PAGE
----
Half a century ago, Belgian Zoologist Bernard Heuvelmans first codified cryptozoology in his book On the Track of Unknown Animals.

The Centre for Fortean Zoology (CFZ) are still on the track, and have been since 1992. But as if chasing unknown animals wasn't enough, we are involved in education, conservation, and good old-fashioned natural history! We already have three journals, the largest cryptozoological publishing house in the world, CFZtv, and the largest cryptozoological conference in the English-speaking world, but in January 2009 someone suggested that we started a daily online magazine! The CFZ bloggo is a collaborative effort by a coalition of members, friends, and supporters of the CFZ, and covers all the subjects with which we deal, with a smattering of music, high strangeness and surreal humour to make up the mix.

It is edited by CFZ Director Jon Downes, and subbed by the lovely Lizzy Bitakara'mire (formerly Clancy), scourge of improper syntax. The daily newsblog is edited by Corinna Downes, head administratrix of the CFZ, and the indexing is done by Lee Canty and Kathy Imbriani. There is regular news from the CFZ Mystery Cat study group, and regular fortean bird news from 'The Watcher of the Skies'. Regular bloggers include Dr Karl Shuker, Dale Drinnon, Richard Muirhead and Richard Freeman.The CFZ bloggo is updated daily, and there's nothing quite like it anywhere else. Come and join us...

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Friday, February 13, 2009


A very peculiar news story has just been published by the Falmouth Packet Newspaper.

"It was between 4pm and 5pm when Sam Bradbury left work and decided to go for a walk along the coastal path. Halfway around she spotted something moving in the bushes, but was unprepared for what she says she saw. She said: “I assumed it was a bird or maybe a dog being walked that was rustling the bushes. I stopped as I got nearer, when I realised it was neither.

It was a little bigger than a dog and had the face of a cat with eyes that were glazed over and luminescent like a lion’s at night. It left when it saw me but appeared to only walk on two hind legs much like a kangaroo would and had behind it a bushy tail like a fox.”

This story is very peculiar, not only because I have absolutely no idea what this creature could be, but because the aforesaid footpath is right in the middle of Owlman country. There have been no owlman sightings reported to us since 2002, but as we know from our own experience opver many years it is a particularly strange bit of woodland.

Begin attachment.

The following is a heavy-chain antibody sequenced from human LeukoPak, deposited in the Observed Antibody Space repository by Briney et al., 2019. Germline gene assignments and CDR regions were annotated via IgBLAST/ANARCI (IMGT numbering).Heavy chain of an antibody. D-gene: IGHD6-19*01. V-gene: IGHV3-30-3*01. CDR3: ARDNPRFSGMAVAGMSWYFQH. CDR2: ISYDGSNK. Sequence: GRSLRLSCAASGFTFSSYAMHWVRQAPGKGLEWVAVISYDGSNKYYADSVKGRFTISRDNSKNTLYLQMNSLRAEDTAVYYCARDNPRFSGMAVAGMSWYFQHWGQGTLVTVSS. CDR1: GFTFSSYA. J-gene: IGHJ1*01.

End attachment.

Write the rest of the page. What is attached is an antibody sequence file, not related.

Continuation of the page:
Richard Freeman, our Zoological Director suggests that it looks like a springhaire or springhaas, a south African rodent that looks superficially like a small kangaroo. They are kept in several British zoos, and as they are not in the slightest bit endangered, and not covered by the Dangerous Wild Animals Act it would not surprise us at all if they were kept locally by a private collector.

We know someone in the Falmouth area has a taste for exotic rodents because, a few years ago, we had a report of a jerboa turning up at Falmouth Art College.

Richard Freeman is contactingThe Falmouth Packet as we speak, and will be getting in touch with the original witness. Ain't Fortean Zoology grand!


Richard Freeman said...

It could also be an aye-aye but who the hell would be keeping aye-ayes in Cornwall.

It also looks somewhat like the fictional Bake-neko, a deamonic shape shifting cat in Japanese folklore!

MoodyHeLL said...

hahaha.. it was a sibling of the black lion... =]

Eve said...

The cat could also be a Twisty Cat, which is an unfortunate feline with deformed front legs. It is forced to walk on its hind legs as its front ones are too short and useless. If so, it won't last long in the wild, being handicapped.

satarina said...

This sounds very similar to a creature we've had here in the southeast US for awhile - the Wampas or Wampus cat. Here's a link with some basic info: http://furry.wikia.com/wiki/Wampus_Cat